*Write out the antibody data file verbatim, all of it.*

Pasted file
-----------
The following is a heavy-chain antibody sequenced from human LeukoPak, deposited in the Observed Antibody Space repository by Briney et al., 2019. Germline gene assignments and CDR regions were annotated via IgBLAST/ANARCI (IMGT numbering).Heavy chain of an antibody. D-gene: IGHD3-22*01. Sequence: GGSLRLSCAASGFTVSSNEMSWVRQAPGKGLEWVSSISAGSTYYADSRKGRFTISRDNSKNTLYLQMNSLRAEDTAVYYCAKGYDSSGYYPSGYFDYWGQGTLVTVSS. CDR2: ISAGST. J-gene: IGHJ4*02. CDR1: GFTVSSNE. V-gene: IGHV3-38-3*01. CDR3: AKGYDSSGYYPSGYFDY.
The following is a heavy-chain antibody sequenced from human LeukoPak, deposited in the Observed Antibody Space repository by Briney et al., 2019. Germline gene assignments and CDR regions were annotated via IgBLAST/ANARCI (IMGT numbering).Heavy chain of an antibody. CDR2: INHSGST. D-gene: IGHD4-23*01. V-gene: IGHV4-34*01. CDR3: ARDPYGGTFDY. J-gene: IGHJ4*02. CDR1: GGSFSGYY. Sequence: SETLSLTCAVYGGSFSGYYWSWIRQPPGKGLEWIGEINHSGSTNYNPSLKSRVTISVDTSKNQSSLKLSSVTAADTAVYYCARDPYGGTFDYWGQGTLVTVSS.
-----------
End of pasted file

The following is a heavy-chain antibody sequenced from human LeukoPak, deposited in the Observed Antibody Space repository by Briney et al., 2019. Germline gene assignments and CDR regions were annotated via IgBLAST/ANARCI (IMGT numbering).Heavy chain of an antibody. D-gene: IGHD3-22*01. Sequence: GGSLRLSCAASGFTVSSNEMSWVRQAPGKGLEWVSSISAGSTYYADSRKGRFTISRDNSKNTLYLQMNSLRAEDTAVYYCAKGYDSSGYYPSGYFDYWGQGTLVTVSS. CDR2: ISAGST. J-gene: IGHJ4*02. CDR1: GFTVSSNE. V-gene: IGHV3-38-3*01. CDR3: AKGYDSSGYYPSGYFDY.
The following is a heavy-chain antibody sequenced from human LeukoPak, deposited in the Observed Antibody Space repository by Briney et al., 2019. Germline gene assignments and CDR regions were annotated via IgBLAST/ANARCI (IMGT numbering).Heavy chain of an antibody. CDR2: INHSGST. D-gene: IGHD4-23*01. V-gene: IGHV4-34*01. CDR3: ARDPYGGTFDY. J-gene: IGHJ4*02. CDR1: GGSFSGYY. Sequence: SETLSLTCAVYGGSFSGYYWSWIRQPPGKGLEWIGEINHSGSTNYNPSLKSRVTISVDTSKNQSSLKLSSVTAADTAVYYCARDPYGGTFDYWGQGTLVTVSS.